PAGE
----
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Tag Archives: Contemporary Art

Check this work out:

Looks a bit like a Norman Rockwell painting was superimposed on a photograph, right? Makes you think about the miracle of photoshop.

Look again.

And, again.

That’s a real man.

Alexa Meade is a “25-year-old artist whose work lies at the intersection of painting, photography, performance, and installation.” She paints models in the style of 2D paintings and then sets them free, running through our 3D world, re-compressed into the final product we see here. She straddles the split between reality and perception in her art, and makes us question our own knowledge in the process. Her work brings the art of trompe l’oeil into the modern age.

From the Washington Post:

Meade uses a brush. She paints skin on skin, lips on lips and eyebrows on eyebrows, and the insides of nostrils, using her own mixture of nontoxic paints and unspecified ingredients. Her subjects must sit still for multiple hours as she follows the natural contours of their faces, varying brushstroke and color to exhume their inner essence. When she’s done, they appear banished to two-dimensionality, yet they also seem fuller, more dynamic. She then sets her subjects in an installation, or photographs them. There are no touch-ups or special effects beyond acrylic on flesh and the initial complacency of the observer.

Check out her other work here.

The Snow by Tokujin Yushioka is currently installed at the Mori Art Museum in Japan.

The piece is a part of a larger exhibit called “Sensing Nature.”

Inside the 15-meter tank are millions of feathers that float within.

It must be amazing to behold.

These sculptures and stenciled graffiti were created by the artist NeSpoon, who describes her work as “jewelry of the public space.”

In her works, she rejects the classic interpretation of lace and doilies as stuffy, grandmotherly items and attempts to redefine their forms by stenciling them in gritty and/or unexpected locations such as urban streets, Baltic beaches, and public parks.

NeSpoon has succeeded in making once-outdated lace designs urban and contemporary, and in the process has brought new life to dilapidated and dull city streets. To some extent, she has also decreased the gendered associations with lace by engaging the general public with her art, opening lace up to future exploration within art and academia.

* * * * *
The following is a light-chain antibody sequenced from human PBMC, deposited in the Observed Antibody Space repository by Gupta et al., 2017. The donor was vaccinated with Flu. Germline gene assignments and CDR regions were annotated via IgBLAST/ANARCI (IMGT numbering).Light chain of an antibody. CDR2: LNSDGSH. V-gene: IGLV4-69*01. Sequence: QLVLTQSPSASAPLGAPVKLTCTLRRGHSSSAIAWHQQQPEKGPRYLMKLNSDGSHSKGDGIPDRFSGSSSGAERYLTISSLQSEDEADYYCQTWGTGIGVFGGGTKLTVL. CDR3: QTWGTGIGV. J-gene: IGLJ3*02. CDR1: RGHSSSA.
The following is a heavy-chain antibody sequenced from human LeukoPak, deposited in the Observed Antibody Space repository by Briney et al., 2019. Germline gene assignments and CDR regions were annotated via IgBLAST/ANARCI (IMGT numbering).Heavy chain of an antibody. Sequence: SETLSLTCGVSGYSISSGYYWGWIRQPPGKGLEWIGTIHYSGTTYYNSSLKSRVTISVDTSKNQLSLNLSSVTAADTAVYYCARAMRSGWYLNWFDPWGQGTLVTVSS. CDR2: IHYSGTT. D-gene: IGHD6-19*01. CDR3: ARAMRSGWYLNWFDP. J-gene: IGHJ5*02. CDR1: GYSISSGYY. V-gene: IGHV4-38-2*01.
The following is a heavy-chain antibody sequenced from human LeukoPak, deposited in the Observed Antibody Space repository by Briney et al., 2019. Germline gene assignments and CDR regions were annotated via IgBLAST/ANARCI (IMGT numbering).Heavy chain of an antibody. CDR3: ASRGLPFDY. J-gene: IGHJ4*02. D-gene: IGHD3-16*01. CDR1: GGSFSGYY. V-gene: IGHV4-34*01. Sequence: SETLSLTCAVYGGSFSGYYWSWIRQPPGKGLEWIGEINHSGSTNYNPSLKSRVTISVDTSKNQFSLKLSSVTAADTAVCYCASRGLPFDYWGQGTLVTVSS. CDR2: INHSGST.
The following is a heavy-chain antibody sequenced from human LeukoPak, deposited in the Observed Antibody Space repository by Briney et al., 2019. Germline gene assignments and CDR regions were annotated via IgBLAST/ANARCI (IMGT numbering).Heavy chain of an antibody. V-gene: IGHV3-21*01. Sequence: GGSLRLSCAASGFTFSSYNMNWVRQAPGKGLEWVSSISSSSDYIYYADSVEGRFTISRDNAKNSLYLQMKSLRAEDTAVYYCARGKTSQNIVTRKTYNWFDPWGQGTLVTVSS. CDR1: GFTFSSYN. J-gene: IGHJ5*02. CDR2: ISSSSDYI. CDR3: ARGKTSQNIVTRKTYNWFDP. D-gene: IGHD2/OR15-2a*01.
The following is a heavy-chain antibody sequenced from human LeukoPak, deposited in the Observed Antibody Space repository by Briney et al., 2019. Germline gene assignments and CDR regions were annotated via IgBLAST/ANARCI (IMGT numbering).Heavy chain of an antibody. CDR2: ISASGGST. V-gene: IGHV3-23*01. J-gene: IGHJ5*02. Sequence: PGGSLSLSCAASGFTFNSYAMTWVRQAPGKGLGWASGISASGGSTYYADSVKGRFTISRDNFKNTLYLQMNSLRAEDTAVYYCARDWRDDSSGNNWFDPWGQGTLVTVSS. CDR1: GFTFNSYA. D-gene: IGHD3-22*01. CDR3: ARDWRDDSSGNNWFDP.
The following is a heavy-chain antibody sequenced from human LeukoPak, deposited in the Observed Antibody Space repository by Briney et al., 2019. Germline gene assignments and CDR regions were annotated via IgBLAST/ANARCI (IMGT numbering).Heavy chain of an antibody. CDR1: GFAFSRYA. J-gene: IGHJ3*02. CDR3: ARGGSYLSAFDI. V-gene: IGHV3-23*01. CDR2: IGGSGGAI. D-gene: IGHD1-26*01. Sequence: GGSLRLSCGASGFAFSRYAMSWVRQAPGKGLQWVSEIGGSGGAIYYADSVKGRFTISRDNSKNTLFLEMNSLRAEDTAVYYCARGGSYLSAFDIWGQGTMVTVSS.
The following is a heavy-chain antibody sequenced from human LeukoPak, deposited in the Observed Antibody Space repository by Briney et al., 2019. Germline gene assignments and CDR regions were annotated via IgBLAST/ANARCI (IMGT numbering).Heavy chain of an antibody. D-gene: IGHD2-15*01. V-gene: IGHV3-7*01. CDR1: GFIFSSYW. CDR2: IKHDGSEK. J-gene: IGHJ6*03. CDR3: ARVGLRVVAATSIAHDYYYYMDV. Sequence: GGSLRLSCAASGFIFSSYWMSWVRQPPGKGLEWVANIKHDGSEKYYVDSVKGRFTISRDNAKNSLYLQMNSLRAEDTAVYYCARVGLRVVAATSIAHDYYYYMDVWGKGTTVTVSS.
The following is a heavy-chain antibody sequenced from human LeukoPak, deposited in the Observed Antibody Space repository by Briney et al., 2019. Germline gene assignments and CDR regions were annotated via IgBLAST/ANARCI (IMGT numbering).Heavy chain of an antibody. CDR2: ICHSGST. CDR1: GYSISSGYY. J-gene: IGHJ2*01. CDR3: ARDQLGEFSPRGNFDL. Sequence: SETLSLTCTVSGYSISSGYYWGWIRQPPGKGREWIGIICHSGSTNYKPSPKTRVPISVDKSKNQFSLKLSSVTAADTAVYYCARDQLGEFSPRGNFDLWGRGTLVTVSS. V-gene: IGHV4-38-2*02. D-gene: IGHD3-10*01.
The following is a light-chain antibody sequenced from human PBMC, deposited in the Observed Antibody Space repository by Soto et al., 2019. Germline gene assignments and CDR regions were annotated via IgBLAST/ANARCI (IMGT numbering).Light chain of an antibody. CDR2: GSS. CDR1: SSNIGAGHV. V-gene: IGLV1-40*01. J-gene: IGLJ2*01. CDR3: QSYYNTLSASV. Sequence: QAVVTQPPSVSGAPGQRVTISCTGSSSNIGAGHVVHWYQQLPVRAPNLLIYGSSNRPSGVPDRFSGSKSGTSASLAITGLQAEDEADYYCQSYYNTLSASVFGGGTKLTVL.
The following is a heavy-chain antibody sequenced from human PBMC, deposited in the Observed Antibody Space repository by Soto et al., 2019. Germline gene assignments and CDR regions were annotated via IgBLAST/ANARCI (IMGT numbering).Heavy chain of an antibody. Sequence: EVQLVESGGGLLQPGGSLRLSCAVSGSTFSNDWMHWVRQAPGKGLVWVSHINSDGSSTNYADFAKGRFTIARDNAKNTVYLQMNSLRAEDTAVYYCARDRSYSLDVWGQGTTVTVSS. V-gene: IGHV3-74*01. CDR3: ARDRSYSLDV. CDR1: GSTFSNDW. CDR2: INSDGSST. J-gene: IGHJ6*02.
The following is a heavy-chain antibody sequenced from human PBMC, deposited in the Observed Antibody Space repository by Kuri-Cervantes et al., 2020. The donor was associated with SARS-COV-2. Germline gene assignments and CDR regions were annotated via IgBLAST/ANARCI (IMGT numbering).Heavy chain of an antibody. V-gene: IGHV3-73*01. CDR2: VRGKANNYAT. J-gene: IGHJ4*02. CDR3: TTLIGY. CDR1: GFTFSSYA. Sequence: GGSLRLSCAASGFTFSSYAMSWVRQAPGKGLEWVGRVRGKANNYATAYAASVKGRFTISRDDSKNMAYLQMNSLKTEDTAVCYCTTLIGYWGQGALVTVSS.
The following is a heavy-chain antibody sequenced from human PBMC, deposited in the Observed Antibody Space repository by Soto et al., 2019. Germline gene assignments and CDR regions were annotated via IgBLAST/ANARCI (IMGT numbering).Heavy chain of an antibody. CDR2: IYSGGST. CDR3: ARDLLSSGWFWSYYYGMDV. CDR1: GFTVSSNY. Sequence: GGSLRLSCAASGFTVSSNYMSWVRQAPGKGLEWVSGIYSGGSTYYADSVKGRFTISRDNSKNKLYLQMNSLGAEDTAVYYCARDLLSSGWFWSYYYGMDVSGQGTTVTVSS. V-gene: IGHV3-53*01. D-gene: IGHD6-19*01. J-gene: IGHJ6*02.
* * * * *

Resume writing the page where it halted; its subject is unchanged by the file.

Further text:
Click here for more information (NeSpoon’s personal blog).

Thomas Jackson’s series Emergent Behavior is about expecting the unexpected, photographing “airborne swarms of common objects” in new and unforeseen circumstances.

His work is otherworldly, but hopeful. He employs incredible and sophisticated usage of light and shadow in every work that he creates. The result is magical.

I see a mutant, strange universe in his photographs, a sort of alternate reality that hinges on our own existence for inspiration but easily departs from it.

Thomas writes:

The images attempt to tap fear and fascination that those phenomena tend to evoke, while creating an uneasy interplay between the natural and the manufactured and the real and the imaginary. At the same time, each image is an experiment in juxtaposition. By constructing the pieces from unexpected materials and placing them in environments where they seem least to belong, I aim to tweak the margins of our visual vocabulary, and to invite fresh interpretations of everyday things.

Korean artist Ran Hwang uses buttons, pins, and beads to create enormous murals of birds and cherry blossom trees.

In her words:

My immense wall installations are extremely time consuming and repetitive manual work. This is a form of meditative practice that helps me find my inner peace. Pins are used to hold buttons onto the surface to form a silhouetted image, or to disintegrate such image. No adhesive is used so the buttons are free to stay and move, which implies the genetic human tendency to be irresolute. I use buttons because they are common and ordinary, like the existence of human beings.

I create large icons such as a Buddha or a traditional vase, using materials from the fashion industry. The process of building large installations are time consuming and repetitive and it requires manual effort which provides a form of self-meditation. I hammer thousands of pins into a wall like a monk who, facing the wall, practices Zen.

I think that the choice to use these materials to create figures such as birds is stunning–the way that she creates them make them look as if they are about to take flight, an amazing conclusion to make when you see the buttons up close (see here). Perhaps her zen-like creative state is how she truly achieves this.

I can’t remember the first time I saw a painting from Samantha French, but I knew from the moment I saw them that their incandescence and mood were unique.

In her paintings, she transmits a human experience via paint: she focuses on and expands that sense of wonder that we have all noticed if not fixated upon in our experiences with water.

Even when you know about water’s chemical composition and why it aggregates and reflects the way it does, the effect is still incredible when witnessed. Samantha French studies water in its immediate, human context, making humans appear magical in the wake of the spotted light patterns that disperse themselves within vast blue arenas.

It reminds me of my state of mind as a child; French’s sensibilities happily rejoice in the visual wonders that familiarity can drain from us with age.